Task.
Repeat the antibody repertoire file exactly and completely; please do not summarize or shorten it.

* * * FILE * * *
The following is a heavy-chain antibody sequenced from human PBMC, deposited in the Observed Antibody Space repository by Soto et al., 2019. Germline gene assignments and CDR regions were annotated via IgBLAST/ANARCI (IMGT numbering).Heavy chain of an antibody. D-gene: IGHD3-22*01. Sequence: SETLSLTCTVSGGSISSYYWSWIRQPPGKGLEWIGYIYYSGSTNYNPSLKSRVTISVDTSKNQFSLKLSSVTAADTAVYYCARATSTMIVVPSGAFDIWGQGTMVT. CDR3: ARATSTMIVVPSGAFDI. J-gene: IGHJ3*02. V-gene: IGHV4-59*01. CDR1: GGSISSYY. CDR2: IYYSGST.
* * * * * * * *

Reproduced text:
The following is a heavy-chain antibody sequenced from human PBMC, deposited in the Observed Antibody Space repository by Soto et al., 2019. Germline gene assignments and CDR regions were annotated via IgBLAST/ANARCI (IMGT numbering).Heavy chain of an antibody. D-gene: IGHD3-22*01. Sequence: SETLSLTCTVSGGSISSYYWSWIRQPPGKGLEWIGYIYYSGSTNYNPSLKSRVTISVDTSKNQFSLKLSSVTAADTAVYYCARATSTMIVVPSGAFDIWGQGTMVT. CDR3: ARATSTMIVVPSGAFDI. J-gene: IGHJ3*02. V-gene: IGHV4-59*01. CDR1: GGSISSYY. CDR2: IYYSGST.